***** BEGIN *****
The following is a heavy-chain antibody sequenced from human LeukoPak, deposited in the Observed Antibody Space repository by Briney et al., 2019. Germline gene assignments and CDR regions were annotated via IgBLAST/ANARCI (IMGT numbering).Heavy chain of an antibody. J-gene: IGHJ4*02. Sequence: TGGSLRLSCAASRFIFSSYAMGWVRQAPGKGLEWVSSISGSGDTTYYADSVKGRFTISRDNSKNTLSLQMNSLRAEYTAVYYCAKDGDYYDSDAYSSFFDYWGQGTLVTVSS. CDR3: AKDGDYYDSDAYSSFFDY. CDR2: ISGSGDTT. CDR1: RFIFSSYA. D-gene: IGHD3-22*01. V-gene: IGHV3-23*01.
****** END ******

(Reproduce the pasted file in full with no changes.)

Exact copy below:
The following is a heavy-chain antibody sequenced from human LeukoPak, deposited in the Observed Antibody Space repository by Briney et al., 2019. Germline gene assignments and CDR regions were annotated via IgBLAST/ANARCI (IMGT numbering).Heavy chain of an antibody. J-gene: IGHJ4*02. Sequence: TGGSLRLSCAASRFIFSSYAMGWVRQAPGKGLEWVSSISGSGDTTYYADSVKGRFTISRDNSKNTLSLQMNSLRAEYTAVYYCAKDGDYYDSDAYSSFFDYWGQGTLVTVSS. CDR3: AKDGDYYDSDAYSSFFDY. CDR2: ISGSGDTT. CDR1: RFIFSSYA. D-gene: IGHD3-22*01. V-gene: IGHV3-23*01.